Mother Nature resisted firefighters battling the worst wildfires in Washington state history Wednesday as crews fought through thunderstorms that authorities said could make matters even worse.
The massive fire — called the Carlton Complex Fire because it's the spawn of several fires that merged into one enormous blaze — spread over a quarter-million acres of north-central Washington on Wednesday. It was 52 percent contained Wednesday night as crews made significant progress along the fire's east and south sides.
But firefighters had to be pulled off the line on the north side because of the danger posed by strong thunderstorms causing 50-mph winds and flash floods. While the rain was slowing the progress of the fire, "it takes a lot more than that," said Andrew Sandri, a spokesman for the combined state and federal incident response team.
One person has been killed and almost 500 homes have been evacuated by the massive fire, which has drawn more than 2,500 firefighters from across the country.
President Barack Obama declared an emergency to speed federal assistance to the region. The state Department of Natural Resources said the Carlton Complex Fire has cost $25 million so far; the available annual emergency fire budget is $19 million. And the fire season will keep running into October.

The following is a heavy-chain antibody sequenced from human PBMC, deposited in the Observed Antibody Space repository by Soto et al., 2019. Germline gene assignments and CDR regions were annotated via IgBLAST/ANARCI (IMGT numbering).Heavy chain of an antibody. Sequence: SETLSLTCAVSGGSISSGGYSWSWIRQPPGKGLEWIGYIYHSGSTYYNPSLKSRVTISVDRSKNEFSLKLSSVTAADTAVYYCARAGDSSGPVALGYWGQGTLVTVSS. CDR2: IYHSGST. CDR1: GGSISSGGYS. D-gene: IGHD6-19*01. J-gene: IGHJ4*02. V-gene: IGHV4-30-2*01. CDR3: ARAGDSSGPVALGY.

The fire is what crews call a "dirty burn," with flames licking at dry grass, old grass and fresh green grass. And "it's not burning completely," Sean Collins, a firefighter who's working in the Black Canyon near Yakima, told NBC station KING of Seattle.
That's not good news, because the blaze is leaving some tinder in its wake that can be reignited by a stray spark or wind shift.
Related: Firefighters Lose Family Home for Second Time in Washington Blaze
With fire crews starting to gain traction, communities were rallying to fill in with relief and assistance for families burned out of their homes.
At Pateros High School in the community of Pateros, Principal Mike Hull was marshaling volunteers from around the state to hunt down food and supplies.
"It's the coming together of a community," Hull told NBC News in the school's gym, which he's turned into a donation superstore for anyone who's lost anything.
Besides food, blankets and clothing, the gym is full of toys, an especially heartfelt offering, "because most of those little kids know that they lost their houses," Hull said Wednesday. "They lost everything they have, and this is a chance to give them back a little bit of normalcy."
Hull said the support isn't limited to just Pateros.
"We've received so much outreach," he said. "We've got stuff coming from one side of the state, from the other side of the state to the central part of the state.
"It is an emotional thing. I see folks out front eating lunch and they are doing fine, and then 15 minutes later, they have an emotional breakdown," Hull said. "They want to be here so they can touch somebody — reach out and shake their hands or get a hug or something.
"That is just part of the community."
John Boxley and Sarah Ford of NBC News contributed to this report.
First published July 23 2014, 5:54 PM